Did you ever get the feeling that your pup is enjoying that new Netflix show as much as you are? Or do they seem to get super interested all of a sudden when you are watching nature shows on the Discovery Channel?
Are you imagining it, or can dogs watch TV and understand what's going on? Should dogs watch TV? Is watching TV bad for dogs?
These, and many other canine related television watching questions, are what we are going to take a closer look at here.
Can Dogs See TV?
As in, can a dog sit on the couch next to and see the TV, of course they can. But what are they seeing and hearing when they are snuggled up on the sofa with you in front of the big screen?
The chances that they understand the plot of the show are, we think, very small. But most dogs will understand that there are movements going on, and noises, and many pups do indeed seem to be very interested in TV. And some seem to enjoy it, although that may often be more to do with getting to spend quality time with their human than any particular interest in the latest drama you are personally so engrossed in.
But, that having been said, some pups seem to get really excited about TV watching.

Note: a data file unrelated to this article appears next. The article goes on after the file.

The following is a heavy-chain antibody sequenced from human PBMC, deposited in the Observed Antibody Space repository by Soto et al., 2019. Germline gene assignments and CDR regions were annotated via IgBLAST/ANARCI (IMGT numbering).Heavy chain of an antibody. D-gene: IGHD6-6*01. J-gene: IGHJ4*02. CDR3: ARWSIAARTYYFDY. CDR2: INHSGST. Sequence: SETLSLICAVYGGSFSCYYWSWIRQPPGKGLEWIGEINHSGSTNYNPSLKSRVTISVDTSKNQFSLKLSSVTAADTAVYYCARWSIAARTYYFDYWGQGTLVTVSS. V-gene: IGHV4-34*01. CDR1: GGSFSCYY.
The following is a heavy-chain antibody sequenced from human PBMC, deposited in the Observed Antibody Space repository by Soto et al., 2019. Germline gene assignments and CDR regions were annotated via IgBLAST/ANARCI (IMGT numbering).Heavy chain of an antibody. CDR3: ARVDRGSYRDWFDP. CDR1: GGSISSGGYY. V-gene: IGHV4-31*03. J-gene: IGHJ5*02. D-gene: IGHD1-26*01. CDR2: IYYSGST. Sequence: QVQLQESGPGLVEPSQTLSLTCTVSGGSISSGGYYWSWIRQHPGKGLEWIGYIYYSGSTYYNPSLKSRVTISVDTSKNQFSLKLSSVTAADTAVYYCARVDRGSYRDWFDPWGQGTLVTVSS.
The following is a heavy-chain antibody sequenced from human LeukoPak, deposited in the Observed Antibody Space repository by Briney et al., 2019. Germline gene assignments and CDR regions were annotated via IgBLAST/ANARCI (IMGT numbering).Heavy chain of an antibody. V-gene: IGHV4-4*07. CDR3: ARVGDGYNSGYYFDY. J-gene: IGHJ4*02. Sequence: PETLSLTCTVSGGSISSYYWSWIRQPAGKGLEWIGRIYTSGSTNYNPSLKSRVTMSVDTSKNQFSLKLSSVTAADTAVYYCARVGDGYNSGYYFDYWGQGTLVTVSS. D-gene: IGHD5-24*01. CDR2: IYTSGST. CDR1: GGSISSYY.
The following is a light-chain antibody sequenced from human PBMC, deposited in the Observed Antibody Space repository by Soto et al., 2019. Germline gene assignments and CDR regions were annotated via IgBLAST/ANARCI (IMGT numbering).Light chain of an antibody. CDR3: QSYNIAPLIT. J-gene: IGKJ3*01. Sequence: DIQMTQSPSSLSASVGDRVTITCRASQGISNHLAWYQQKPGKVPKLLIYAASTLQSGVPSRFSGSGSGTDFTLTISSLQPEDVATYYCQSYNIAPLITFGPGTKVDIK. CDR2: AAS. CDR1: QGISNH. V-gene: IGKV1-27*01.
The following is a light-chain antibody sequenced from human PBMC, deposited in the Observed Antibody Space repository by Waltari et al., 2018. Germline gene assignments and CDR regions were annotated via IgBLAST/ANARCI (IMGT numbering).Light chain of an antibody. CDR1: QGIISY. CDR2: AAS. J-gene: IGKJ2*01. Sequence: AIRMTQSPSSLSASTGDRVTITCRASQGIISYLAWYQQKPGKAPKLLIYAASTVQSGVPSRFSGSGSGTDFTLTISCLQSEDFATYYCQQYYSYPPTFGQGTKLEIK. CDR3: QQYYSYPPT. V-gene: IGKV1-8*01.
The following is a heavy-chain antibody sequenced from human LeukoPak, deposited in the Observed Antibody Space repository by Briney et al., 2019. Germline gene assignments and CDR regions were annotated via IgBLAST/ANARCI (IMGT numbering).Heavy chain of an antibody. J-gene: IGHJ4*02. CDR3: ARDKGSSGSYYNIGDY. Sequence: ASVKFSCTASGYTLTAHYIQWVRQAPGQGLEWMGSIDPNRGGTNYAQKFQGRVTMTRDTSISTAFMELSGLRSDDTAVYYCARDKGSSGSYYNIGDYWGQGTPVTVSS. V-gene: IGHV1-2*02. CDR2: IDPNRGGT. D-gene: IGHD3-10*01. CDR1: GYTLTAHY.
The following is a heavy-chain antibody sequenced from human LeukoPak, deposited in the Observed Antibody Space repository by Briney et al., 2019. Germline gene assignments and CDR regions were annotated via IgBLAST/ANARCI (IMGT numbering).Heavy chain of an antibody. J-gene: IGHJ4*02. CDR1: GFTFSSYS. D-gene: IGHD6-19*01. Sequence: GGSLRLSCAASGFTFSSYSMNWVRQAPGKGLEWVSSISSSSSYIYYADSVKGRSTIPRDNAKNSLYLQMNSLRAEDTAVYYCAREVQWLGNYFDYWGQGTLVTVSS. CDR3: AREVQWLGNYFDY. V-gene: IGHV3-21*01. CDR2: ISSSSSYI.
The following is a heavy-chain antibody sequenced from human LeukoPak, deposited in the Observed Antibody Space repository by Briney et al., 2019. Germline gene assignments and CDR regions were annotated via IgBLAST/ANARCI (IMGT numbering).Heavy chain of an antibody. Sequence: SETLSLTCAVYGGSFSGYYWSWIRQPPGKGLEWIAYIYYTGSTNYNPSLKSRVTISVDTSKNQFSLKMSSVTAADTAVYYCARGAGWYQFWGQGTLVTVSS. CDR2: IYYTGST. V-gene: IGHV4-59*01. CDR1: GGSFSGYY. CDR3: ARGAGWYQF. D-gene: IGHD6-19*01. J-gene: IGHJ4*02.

How Do Dogs See the TV?
The way that dogs see things is quite different to the way that humans see things. So the chances are that the way they see TV, and what they think about it, is very different too.
Unlike their sense of smell, and their hearing, a dog's eyesight is rarely as acute as a human who is considered to have good eyesight. As you are probably aware, we consider a human with 20/20 vision to have that. But what does that really mean, and how does your pup compare?
Normal visual acuity (clarity or crispness of vision) evaluated from a distance of 20 feet is known as 20/20 vision. If your vision is 20/20, you can see properly at 20 feet what you should ordinarily see at that distance. If you have 20/80 vision, you need to be 20 feet away to see what people with 20/20 eyesight can see from 80 feet away.
It's believed that most dogs have vision in the range of 20/70 to 20/100. That is probably why many pups only seem to get very interested in what's going on on TV if they are close to it.